Local Universities show increasing denominational diversity
By LORETTA FULTON
In March 2019, Bishop Michael Sis of the Catholic Diocese of San Angelo conducted Ash Wednesday services at all three of Abilene’s universities–and no one did a double-take.
All three universities are affiliated with a denomination, but none has a Catholic connection. The campuses are affiliated with the Church of Christ (Abilene Christian), Baptist (Hardin-Simmons) and United Methodist (McMurry).
During the Ash Wednesday service at Hardin-Simmons in 2019, Sis even joked about the students perhaps needing some education about the significance of Ash Wednesday and the 40-day season of Lent that follows, both of which are traditional observances in Catholicism.
“It helps you understand what these crazy Catholics are all about,” Sis said
Actually, Catholics aren’t nearly as rare on the local college campuses as they were in years past. In fact, all three universities draw students from denominations other than their own affiliate and even from other religions. ACU has a chapter of Lighthouse, a Catholic student organization. A few years ago, McMurry opened a Muslim prayer room on campus, which serves McMurry students and Muslims in the community.
McMurry also has the smallest percentage of students from its affiliate denomination of the three campuses with only 6 percent of freshmen and transfer students identifying as United Methodist in fall 2020, Grant Greenwood, vice president of enrollment management, said in an email. That number is consistent with previous years, Greenwood said. In fall 2016, 10.8 percent identified as United Methodist, down from 15.6 percent in fall 2012.
“While our United Methodist tradition is a cornerstone to our community,” Greenwood said, “it’s important to our university to create and foster a welcoming environment for all.”
In fact, McMurry’s president, Dr. Sandra Harper, is Catholic. A former professor at McMurry, Harper is the university’s first woman and first Catholic president.
“Our student body is diverse,” Greenwood said in an email,” and a wide representation of belief systems, religions, and denominations are represented in our community.”
At the opposite end of the spectrum is Hardin-Simmons University, with 37.9 percent of students identifying as Baptist in fall 2020. But that is down from 60.5 percent who identified as Baptist in fall 2000.
“Our Baptist heritage is a rich one, and the university continues to benefit from its partnership with the Baptist General Convention of Texas,” Michael Monhollon, HSU’s associate provost and chief data officer, said in an email, “but we have seen a significant growth in the number of students who identify themselves as nondenominational Christians.”
In fact, all three universities show a rising number of students identifying as “nondenominational,” which reflects a trend in the population at large.
In the middle of the local campus demographic makeup is Abilene Christian University, with about 25 percent of its students identifying as Church of Christ in fall 2020.
“This number has held constant for the past several years,” Garrett Sublette, ACU’s director of enrollment operations, wrote in an email, “and slightly fluctuates a percentage point up or down with each new class.”
Detailed information from each campus follows:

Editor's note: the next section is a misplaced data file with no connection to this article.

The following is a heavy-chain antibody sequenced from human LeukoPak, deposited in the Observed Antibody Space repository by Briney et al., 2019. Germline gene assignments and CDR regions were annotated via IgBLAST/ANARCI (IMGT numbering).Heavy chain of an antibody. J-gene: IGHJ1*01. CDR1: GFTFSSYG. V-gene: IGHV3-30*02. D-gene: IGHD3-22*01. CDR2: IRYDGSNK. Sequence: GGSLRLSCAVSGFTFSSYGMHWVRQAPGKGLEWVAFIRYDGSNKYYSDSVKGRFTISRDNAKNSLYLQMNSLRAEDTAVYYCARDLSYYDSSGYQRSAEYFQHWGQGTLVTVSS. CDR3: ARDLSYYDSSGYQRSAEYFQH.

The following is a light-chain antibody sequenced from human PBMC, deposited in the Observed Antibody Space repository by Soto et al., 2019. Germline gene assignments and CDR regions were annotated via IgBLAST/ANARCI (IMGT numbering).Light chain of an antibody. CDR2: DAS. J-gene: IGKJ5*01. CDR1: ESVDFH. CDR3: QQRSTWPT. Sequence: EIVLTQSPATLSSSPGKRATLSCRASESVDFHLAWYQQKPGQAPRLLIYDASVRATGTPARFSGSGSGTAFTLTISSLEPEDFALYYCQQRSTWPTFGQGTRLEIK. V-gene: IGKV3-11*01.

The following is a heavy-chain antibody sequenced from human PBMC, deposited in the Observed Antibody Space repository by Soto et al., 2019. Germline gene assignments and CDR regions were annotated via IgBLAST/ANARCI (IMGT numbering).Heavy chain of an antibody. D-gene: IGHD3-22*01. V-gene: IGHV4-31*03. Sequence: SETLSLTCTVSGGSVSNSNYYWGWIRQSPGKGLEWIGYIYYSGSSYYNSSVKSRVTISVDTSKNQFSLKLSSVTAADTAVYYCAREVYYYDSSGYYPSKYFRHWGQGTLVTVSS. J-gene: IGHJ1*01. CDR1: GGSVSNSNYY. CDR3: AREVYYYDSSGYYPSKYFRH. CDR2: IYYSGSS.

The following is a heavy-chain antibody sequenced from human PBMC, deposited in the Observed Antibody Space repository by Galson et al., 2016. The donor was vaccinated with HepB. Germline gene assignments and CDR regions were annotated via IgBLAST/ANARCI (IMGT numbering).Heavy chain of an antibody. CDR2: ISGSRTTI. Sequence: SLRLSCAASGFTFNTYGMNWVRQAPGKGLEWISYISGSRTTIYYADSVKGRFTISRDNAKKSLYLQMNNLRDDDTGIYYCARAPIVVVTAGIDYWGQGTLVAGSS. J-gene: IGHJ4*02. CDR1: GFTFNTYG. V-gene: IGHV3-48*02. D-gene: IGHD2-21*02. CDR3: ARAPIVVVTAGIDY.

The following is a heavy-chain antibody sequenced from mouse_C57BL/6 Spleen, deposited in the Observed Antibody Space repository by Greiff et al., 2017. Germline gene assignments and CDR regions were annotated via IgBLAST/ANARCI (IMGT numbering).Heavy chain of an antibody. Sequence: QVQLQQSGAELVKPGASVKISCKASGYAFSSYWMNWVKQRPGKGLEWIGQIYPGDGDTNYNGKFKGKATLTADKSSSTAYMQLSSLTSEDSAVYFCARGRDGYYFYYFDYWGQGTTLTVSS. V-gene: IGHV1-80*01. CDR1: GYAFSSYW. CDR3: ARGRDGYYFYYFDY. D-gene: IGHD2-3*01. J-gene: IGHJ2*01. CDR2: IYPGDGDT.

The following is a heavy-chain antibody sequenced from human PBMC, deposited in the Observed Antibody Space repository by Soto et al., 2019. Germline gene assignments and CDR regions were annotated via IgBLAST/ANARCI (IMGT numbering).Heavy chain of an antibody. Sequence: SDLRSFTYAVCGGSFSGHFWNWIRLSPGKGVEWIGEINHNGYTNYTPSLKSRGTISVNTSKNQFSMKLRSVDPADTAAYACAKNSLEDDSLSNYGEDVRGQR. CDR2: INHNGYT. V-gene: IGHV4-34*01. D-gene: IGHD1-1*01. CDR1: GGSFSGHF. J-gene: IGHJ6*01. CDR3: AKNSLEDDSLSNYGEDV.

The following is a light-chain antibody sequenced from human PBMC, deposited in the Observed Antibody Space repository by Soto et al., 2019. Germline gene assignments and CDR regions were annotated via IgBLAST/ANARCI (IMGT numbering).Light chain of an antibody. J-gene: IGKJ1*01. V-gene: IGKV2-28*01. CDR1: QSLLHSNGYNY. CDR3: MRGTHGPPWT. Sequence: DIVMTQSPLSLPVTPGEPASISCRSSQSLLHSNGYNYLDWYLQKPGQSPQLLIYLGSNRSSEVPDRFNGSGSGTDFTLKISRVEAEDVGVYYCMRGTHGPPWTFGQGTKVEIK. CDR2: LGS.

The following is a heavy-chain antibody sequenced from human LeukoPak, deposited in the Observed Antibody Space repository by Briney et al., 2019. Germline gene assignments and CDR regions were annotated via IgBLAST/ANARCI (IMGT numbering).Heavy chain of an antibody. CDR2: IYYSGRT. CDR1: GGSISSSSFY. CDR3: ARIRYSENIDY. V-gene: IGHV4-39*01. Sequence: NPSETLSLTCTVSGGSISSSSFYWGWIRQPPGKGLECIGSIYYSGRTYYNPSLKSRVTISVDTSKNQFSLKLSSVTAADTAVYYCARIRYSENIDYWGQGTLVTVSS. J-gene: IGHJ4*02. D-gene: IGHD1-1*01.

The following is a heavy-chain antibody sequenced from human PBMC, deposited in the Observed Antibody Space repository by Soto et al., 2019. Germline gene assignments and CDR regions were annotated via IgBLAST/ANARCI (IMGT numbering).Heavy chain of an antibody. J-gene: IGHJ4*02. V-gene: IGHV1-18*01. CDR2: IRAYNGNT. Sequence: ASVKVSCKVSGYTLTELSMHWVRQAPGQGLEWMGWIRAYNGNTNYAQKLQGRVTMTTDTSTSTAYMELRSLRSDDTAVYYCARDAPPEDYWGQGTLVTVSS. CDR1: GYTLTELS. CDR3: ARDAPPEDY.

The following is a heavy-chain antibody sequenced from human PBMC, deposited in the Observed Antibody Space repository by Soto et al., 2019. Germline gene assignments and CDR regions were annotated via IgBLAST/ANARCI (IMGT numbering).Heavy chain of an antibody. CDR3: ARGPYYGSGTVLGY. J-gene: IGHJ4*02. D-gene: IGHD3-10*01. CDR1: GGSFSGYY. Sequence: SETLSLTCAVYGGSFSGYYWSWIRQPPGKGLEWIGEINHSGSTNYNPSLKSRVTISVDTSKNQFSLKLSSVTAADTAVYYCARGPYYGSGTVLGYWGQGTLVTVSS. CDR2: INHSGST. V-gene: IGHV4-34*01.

Michael Monhollon, HSU’s associate provost and chief data officer, said in an email that the university has seen a steady downward trend in its Baptist component from 2000, when 60.5 percent identified as Baptist: 54 percent in 2005, 52 percent in 2010, and 49 percent in 2015. Monhollon said the university keeps track of eight denominations, and lump the rest together under “Other.”
“Over the last 20 years, that category has grown from 7.4 percent of our students to 20 percent in 2015, Monhollon wrote.
In 2019, the percentage of “Other” fell abruptly to 5.9 percent, Monhollon wrote, “and the reason seems to be that 2019 was the year we first broke out ‘Nondenominational,’ which that year accounted for 14.8 perdent of our students. The sum of the percentages of students in the two categories (“Other” and “Nondenominational”) is 20.7 percent, only slightly larger than the 20.1 percent of ‘Other’ in 2018.”
In Fall 2020, Monhollon wrote, “Nondenominational” grew to account for 17.3 percent of the students. It is the university’s second largest category, followed by Catholic at 9.1 percent and Church of Christ at 8 percent.
A trend seen at ACU over the past several years, Garrett Sublette, ACU’s director of enrollment operations, said in an email, is that many students attend a historical Church of Christ but identify as nondenominational or Christian. Recruiting strategies have changed since Sublette started in admissions 18 years ago, he said, as the church landscape and ACU student population has changed.
“We are seeing students show interest in ACU from many different faith backgrounds and churches,” Sublette said in an email.
McMurry’s diverse student population reflects the university’s belief that a diverse thought community enhances the spiritual life of campus, Grant Greenwood, vice president of enrollment management, said in an email.
“It is this commitment to inclusivity that makes McMurry an attractive place to learn for students of all faiths,” Greenwood said.
The university’s application includes several options, including “Methodist,” “Christian,” and “No Preference.” McMurry’s mission and identity of being “an inclusive United Methodist institution” necessitates recruiting and attracting students of all denominations and faith, Greenwood said in an email.
“To this end,” he wrote, “I believe our denominational breakdown highlights our success in creating an inclusive campus that prioritizes spiritual growth for all students.”
Loretta Fulton is creator and editor of Spirit of Abilene